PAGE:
Introduction

Business continuity and disaster recovery plans are developed for when an organization needs to quickly suspend normal operations from the office when factors arise that would make it unsafe for employees to move to the workplace: a power outage, the spread of disease, or a natural disaster. Such a plan should include the ability to quickly relocate employees to a remote work format.

Relocating administrative staff, technical support teams, human resources, marketing, and other employees who traditionally work from a physical office, as well as providing access to data and network resources at alternate work locations, can be challenging. Organizations must not only take into account possible network complexities, but also remember that cybercriminals are willing to exploit the weaknesses and security gaps that often arise during such events. Unprepared users and unprotected systems can quickly become “conduits” for malware and cybercriminal activity. Because time is of the essence, security should be an essential element of any remote working strategy.

Here are six things every organization should consider when faced with the need to securely move employees to a remote location.

Steps 1 and 2: General requirements for a remote work format

To start, every employee needs access to email, Internet, conferencing, limited file sharing and functionality (finance, human resources, etc.) from their remote workstation. You also need access to cloud-based Software-as-a-Service (SaaS) applications such as Microsoft Office 365.

VPN and endpoint security. Make sure that all users have a laptop that contains all the applications they need for their work. In addition, that device should have a pre-configured client installed to provide a VPN connection to the company headquarters.

Multi-factor authentication. It is important to prevent attackers from using stolen passwords to access network resources. For more secure access, each user must be provided with a secure authentication token. These tokens can be physical devices (such as tokens) or software products (say, phone applications); they are used when creating a VPN connection or logging into a network to provide an additional layer of authentication.

Steps 3 and 4: Support remote employees with advanced needs

Some employees need advanced access to network resources to do their jobs. System administrators, help desk technicians, emergency personnel and managers often need to receive and process extremely compromise-sensitive and sensitive information, or work in multiple parallel IT environments at once.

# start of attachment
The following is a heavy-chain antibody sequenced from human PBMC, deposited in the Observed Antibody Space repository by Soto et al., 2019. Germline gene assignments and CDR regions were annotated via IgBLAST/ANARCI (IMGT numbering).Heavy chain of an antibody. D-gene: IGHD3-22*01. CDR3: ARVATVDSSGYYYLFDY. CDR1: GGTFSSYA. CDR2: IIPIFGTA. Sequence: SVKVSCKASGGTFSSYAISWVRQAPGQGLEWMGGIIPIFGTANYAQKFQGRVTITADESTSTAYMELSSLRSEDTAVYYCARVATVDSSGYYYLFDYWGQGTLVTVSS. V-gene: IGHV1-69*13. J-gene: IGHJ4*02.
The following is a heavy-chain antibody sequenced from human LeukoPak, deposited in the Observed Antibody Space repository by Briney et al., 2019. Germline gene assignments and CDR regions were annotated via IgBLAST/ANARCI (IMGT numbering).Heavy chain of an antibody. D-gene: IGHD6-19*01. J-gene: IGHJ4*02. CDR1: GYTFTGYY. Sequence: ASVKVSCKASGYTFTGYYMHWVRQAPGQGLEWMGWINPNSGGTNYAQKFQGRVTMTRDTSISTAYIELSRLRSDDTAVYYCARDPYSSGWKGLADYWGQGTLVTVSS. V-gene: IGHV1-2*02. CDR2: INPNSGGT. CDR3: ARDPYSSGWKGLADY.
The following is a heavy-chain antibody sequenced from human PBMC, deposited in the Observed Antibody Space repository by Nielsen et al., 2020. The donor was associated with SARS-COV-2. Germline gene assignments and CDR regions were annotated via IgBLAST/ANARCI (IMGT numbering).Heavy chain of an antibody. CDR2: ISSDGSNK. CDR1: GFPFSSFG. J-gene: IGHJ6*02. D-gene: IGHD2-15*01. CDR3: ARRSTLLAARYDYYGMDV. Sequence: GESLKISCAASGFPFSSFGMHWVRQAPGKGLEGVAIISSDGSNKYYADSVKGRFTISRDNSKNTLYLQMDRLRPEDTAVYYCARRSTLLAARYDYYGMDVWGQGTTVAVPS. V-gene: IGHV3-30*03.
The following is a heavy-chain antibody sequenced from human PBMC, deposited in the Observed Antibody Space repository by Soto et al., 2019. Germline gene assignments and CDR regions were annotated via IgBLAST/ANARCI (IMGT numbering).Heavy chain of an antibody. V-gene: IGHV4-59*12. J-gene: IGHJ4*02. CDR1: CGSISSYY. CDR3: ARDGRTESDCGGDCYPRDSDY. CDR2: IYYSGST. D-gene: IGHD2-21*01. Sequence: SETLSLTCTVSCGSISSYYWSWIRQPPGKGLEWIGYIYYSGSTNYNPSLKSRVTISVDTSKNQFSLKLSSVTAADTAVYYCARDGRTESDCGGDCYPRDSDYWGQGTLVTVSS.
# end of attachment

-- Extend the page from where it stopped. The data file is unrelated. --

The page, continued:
Ongoing connectivity. Preconfigured wireless access points provide a secure connection to the corporate network from a remote location through a reliable, secure tunnel. For a more secure connection, the wireless access point can be combined with a next-generation firewall on the computer to provide persistent connections, advanced access control and a full range of additional security services, including data loss prevention.

Secure telephony. These users also require a telephony solution that supports Voice over Internet Protocol (VoIP) for secure communications. Both physical and software client models are available that allow users to make or receive calls, access voice mail, check call history and search the organization’s directory.

Steps 5 and 6: Create a reliable and scalable host

The other side of the equation is to ensure that the host is scalable to accommodate the sudden increase in the number of employees needing remote access to network resources. At the same time, proper protection of network access must be provided.

User and device authentication. A central authentication service connected to the active network directory, LDAP, and Radius allows remote workers to securely connect to network services. This solution must also support single sign-on, certificate management, and guest management services.

Enhanced perimeter protection. The NGFW solution must securely terminate VPN connections, provide advanced threat protection, including analysis of malware and other suspicious content in an isolated environment before it reaches its destination, and highly efficiently analyze unencrypted and encrypted traffic to eliminate malware and data. Scalability for this feature is particularly important, as verification of encrypted data is extremely CPU intensive. Without advanced security processors designed to inspect large volumes of encrypted traffic, NGFW solutions can quickly become a weak point that can impact remote worker productivity.

Conclusions

Business continuity and disaster recovery programs require a remote work strategy that can discreetly keep an employee functioning without compromising network security. Such a solution must provide secure access to critical resources while scaling to meet the needs of the entire workforce from day one.

Such solutions should also be easy to deploy and configure, ideally supporting zero-touch provisioning to ensure a quick transition to remote work, while maintaining full visibility and security control regardless of the deployment environment. This ensures that your enterprise or agency can respond quickly to critical events with minimal impact on productivity and profitability.

By taking all of the above measures into account, your organization will be able to take a much more confident approach to the task of moving employees to telecommuting, and will be able to ensure the proper level of security for both the employees themselves and the associated communication channel.

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